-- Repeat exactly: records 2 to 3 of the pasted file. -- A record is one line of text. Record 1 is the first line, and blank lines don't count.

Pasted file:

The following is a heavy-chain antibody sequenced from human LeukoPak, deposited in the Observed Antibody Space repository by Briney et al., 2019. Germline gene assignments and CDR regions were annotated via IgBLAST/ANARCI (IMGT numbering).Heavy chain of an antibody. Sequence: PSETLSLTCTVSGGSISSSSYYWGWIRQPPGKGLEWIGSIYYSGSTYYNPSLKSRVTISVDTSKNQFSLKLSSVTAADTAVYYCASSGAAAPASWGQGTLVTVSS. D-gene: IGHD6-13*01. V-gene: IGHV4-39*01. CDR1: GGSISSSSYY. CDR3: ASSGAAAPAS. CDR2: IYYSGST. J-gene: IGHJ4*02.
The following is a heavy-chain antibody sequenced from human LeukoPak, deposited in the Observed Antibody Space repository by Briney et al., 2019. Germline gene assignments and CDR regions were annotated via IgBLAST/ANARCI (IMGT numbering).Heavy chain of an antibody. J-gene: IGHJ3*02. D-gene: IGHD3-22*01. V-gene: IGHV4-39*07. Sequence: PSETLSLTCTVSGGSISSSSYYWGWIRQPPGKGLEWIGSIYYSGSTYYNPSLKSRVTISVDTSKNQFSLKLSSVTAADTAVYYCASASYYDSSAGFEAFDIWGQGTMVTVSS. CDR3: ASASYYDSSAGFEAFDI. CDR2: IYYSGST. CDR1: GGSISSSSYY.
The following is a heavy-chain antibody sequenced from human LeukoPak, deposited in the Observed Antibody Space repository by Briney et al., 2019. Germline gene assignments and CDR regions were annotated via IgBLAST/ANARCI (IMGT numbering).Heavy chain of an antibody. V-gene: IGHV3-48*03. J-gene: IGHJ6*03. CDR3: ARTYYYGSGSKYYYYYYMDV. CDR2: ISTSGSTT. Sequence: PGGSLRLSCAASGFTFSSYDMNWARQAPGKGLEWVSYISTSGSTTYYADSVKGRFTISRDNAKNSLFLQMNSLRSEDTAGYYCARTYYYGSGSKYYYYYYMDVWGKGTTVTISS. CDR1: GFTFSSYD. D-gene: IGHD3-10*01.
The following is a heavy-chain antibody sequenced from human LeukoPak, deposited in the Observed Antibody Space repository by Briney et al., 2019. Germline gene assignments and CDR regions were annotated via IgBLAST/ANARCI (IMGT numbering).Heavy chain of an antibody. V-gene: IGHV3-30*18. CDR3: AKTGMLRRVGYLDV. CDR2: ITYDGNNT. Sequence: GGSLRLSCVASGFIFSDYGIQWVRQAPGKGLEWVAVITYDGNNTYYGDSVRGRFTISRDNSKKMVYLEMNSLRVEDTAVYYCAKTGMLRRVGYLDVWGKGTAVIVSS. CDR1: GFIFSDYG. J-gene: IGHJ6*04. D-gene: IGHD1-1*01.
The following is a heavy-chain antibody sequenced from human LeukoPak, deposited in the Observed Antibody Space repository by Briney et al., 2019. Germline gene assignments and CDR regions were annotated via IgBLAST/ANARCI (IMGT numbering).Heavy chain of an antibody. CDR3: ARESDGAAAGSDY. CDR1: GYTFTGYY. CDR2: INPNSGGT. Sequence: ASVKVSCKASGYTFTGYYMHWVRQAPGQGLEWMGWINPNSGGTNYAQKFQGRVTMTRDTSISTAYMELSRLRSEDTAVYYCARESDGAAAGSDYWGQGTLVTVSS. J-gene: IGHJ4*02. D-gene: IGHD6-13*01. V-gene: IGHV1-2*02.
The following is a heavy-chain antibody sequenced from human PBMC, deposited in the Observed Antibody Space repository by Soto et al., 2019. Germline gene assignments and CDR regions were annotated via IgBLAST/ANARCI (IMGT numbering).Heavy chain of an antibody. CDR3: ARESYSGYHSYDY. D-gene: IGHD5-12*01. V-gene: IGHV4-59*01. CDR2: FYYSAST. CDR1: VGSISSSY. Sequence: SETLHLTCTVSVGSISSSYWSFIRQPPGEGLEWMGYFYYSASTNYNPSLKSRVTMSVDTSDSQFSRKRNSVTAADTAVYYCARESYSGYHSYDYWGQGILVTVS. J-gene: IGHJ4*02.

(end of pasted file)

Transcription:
The following is a heavy-chain antibody sequenced from human LeukoPak, deposited in the Observed Antibody Space repository by Briney et al., 2019. Germline gene assignments and CDR regions were annotated via IgBLAST/ANARCI (IMGT numbering).Heavy chain of an antibody. J-gene: IGHJ3*02. D-gene: IGHD3-22*01. V-gene: IGHV4-39*07. Sequence: PSETLSLTCTVSGGSISSSSYYWGWIRQPPGKGLEWIGSIYYSGSTYYNPSLKSRVTISVDTSKNQFSLKLSSVTAADTAVYYCASASYYDSSAGFEAFDIWGQGTMVTVSS. CDR3: ASASYYDSSAGFEAFDI. CDR2: IYYSGST. CDR1: GGSISSSSYY.
The following is a heavy-chain antibody sequenced from human LeukoPak, deposited in the Observed Antibody Space repository by Briney et al., 2019. Germline gene assignments and CDR regions were annotated via IgBLAST/ANARCI (IMGT numbering).Heavy chain of an antibody. V-gene: IGHV3-48*03. J-gene: IGHJ6*03. CDR3: ARTYYYGSGSKYYYYYYMDV. CDR2: ISTSGSTT. Sequence: PGGSLRLSCAASGFTFSSYDMNWARQAPGKGLEWVSYISTSGSTTYYADSVKGRFTISRDNAKNSLFLQMNSLRSEDTAGYYCARTYYYGSGSKYYYYYYMDVWGKGTTVTISS. CDR1: GFTFSSYD. D-gene: IGHD3-10*01.